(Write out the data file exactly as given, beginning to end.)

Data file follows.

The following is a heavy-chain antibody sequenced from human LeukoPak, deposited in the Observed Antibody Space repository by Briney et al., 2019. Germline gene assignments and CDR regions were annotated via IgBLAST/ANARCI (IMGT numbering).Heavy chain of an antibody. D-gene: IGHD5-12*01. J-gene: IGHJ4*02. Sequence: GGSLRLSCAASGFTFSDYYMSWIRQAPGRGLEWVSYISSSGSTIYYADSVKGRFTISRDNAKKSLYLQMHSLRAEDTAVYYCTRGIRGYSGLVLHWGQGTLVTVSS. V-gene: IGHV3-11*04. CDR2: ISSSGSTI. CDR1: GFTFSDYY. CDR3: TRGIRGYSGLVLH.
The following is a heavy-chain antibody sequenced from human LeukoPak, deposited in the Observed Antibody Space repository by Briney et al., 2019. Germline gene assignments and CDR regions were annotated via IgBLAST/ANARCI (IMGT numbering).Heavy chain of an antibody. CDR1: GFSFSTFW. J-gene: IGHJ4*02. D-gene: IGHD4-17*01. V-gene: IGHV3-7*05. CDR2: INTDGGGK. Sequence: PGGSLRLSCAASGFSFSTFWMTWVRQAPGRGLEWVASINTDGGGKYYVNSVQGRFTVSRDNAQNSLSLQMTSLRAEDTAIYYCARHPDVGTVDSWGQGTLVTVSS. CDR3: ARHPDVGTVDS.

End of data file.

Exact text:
The following is a heavy-chain antibody sequenced from human LeukoPak, deposited in the Observed Antibody Space repository by Briney et al., 2019. Germline gene assignments and CDR regions were annotated via IgBLAST/ANARCI (IMGT numbering).Heavy chain of an antibody. D-gene: IGHD5-12*01. J-gene: IGHJ4*02. Sequence: GGSLRLSCAASGFTFSDYYMSWIRQAPGRGLEWVSYISSSGSTIYYADSVKGRFTISRDNAKKSLYLQMHSLRAEDTAVYYCTRGIRGYSGLVLHWGQGTLVTVSS. V-gene: IGHV3-11*04. CDR2: ISSSGSTI. CDR1: GFTFSDYY. CDR3: TRGIRGYSGLVLH.
The following is a heavy-chain antibody sequenced from human LeukoPak, deposited in the Observed Antibody Space repository by Briney et al., 2019. Germline gene assignments and CDR regions were annotated via IgBLAST/ANARCI (IMGT numbering).Heavy chain of an antibody. CDR1: GFSFSTFW. J-gene: IGHJ4*02. D-gene: IGHD4-17*01. V-gene: IGHV3-7*05. CDR2: INTDGGGK. Sequence: PGGSLRLSCAASGFSFSTFWMTWVRQAPGRGLEWVASINTDGGGKYYVNSVQGRFTVSRDNAQNSLSLQMTSLRAEDTAIYYCARHPDVGTVDSWGQGTLVTVSS. CDR3: ARHPDVGTVDS.